History repeats itself. I’ve heard this many times in my life, and the more I learn about the world, the more I start to believe it. It can come in the form of interaction with friends and family, or watching governments make the same mistakes that have happened in the past. Regardless, the more I see, the more I realize that knowledge of our past can tell a grasping story of what the future holds.
While visiting Phnom Penh in Cambodia, I found out how little I knew about the nation I was visiting. Though I had a great time trekking in the north, and seeing what natural beauties the country had to offer, I knew very little about its gruesome history. I had no idea about the magnitude of the atrocities committed by the Khmer Rouge during the late '70s.
What happened during the time of the Khmer Rouge was disgusting. The three and half years of the killing fields, when over 1.7 million Cambodians perished, is absolutely tragic. The sad truth is, though, that this isn’t the first time it has happened. Genocide is something that has happened in multiple time periods, in multiple cultures. As the haunting voice said over the speakers at the end of the tour, this is not the last genocide the world will see, either.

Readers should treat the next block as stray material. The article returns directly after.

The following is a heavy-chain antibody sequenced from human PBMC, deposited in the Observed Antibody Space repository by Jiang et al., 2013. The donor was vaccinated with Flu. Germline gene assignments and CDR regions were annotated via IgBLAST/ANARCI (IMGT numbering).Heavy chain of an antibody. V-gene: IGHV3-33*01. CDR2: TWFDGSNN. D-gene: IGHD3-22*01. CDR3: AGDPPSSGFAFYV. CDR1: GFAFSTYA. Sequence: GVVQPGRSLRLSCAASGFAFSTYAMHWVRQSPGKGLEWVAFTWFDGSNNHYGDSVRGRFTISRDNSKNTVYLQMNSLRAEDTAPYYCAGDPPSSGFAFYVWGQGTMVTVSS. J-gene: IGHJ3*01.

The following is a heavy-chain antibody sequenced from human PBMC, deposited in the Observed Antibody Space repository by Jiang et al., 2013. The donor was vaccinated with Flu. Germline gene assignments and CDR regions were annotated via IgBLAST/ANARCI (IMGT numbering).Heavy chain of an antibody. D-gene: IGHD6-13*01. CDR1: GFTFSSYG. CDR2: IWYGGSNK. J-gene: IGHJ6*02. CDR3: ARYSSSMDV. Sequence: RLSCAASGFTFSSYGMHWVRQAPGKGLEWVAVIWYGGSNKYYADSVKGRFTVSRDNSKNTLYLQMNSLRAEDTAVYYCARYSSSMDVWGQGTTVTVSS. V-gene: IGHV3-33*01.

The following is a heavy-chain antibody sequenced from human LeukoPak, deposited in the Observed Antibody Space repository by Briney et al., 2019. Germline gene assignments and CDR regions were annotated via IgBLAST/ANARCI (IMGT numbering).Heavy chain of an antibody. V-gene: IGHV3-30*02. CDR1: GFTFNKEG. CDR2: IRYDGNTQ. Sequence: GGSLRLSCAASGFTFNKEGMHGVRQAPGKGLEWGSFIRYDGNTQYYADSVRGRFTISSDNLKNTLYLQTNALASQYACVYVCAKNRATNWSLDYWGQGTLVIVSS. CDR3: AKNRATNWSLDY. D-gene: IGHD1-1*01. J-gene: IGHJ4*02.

I’m not saying that becoming a history buff will curb crimes against humanity. I do, however, believe that robust knowledge of our past can garner a much brighter present and future. Learning about our ancestors, mixed with a healthy dose of knowledge of our neighbors, is a great recipe in creating a cosmopolitan society worth living in.